-t If fsck cannot obtain enough memory to keep its tables, it uses a scratch file. If
the -t option is specified, the file named in the next argument is used as the
scratch file, if needed. Without the -t flag, fsck will prompt the operator for the
name of the scratch file. The file chosen should not be on the file system being
checked, and if it is not a special file or did not already exist, it is removed
when fsck completes.
If no file systems are given to fsck then a default list of file systems is read from the
Inconsistencies checked are as follows:
1. Blocks claimed by more than one inode or the free list.
2. Blocks claimed by an inode or the free list outside the range of the file system.
3. Incorrect link counts.
4. Size checks:
Directory size not 16-byte aligned.
5. Bad inode format.
6. Blocks not accounted for anywhere.
7. Directory checks:
File pointing to unallocated inode.
Inode number out of range.
8. Super Block checks:
More than 65536 inodes.
More blocks for inodes than there are in the file system.
9. Bad free block list format.
10. Total free block and/or free inode count incorrect.
11. Allocated inodes on the free inode list in the superblock.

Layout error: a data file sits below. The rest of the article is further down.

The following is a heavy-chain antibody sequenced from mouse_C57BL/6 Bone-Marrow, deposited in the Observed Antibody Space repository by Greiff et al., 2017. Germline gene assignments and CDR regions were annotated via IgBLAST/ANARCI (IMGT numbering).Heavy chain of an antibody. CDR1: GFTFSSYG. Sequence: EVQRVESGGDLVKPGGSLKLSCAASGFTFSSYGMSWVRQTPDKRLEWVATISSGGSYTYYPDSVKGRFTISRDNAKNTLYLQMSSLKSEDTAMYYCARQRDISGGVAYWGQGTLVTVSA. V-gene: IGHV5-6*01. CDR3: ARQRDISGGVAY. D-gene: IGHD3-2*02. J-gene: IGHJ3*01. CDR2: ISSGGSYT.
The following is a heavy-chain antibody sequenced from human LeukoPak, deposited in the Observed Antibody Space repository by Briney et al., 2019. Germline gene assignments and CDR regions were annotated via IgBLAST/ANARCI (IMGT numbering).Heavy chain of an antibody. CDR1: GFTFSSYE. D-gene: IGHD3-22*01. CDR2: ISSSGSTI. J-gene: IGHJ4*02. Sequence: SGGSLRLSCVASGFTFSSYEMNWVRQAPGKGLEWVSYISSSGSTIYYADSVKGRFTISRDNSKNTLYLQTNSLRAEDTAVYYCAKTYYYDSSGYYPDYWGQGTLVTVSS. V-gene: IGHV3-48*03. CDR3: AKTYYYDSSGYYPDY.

Orphaned files and directories (allocated but unreferenced) are, with the operator's con-
currence, reconnected by placing them in the lost+found directory. The name assigned is
the inode number. The only restriction is that the directory lost+found must preexist in
the root of the file system being checked and must have empty slots in which entries can
be made. This can be accomplished manually by making lost+found, copying a number of
files to the directory, and then removing them (before fsck is executed). Mkfs(8) will
automatically create a lost+found directory.
Checking the raw device is almost always faster. The root device should not be checked
using the raw device, however, since it cannot be unmounted.
/etc/fstab default list of file systems to check
The diagnostics produced by fsck are intended to be self-explanatory. The exit codes with
the -p option are 0 (no problems that weren't fixed), 4 (root file system was modified), 8
(problems that couldn't be fixed) and 12 (fsck was interrupted).
filsys(5), fstab(5), crash(8), mkfs(8), mklost+found(8), reboot(8)
T. J. Kowalski, FSCK - The UNIX File System Check Program
Inode numbers for . and .. in each directory should be checked for validity.
3rd Berkeley Distribution FSCK(8)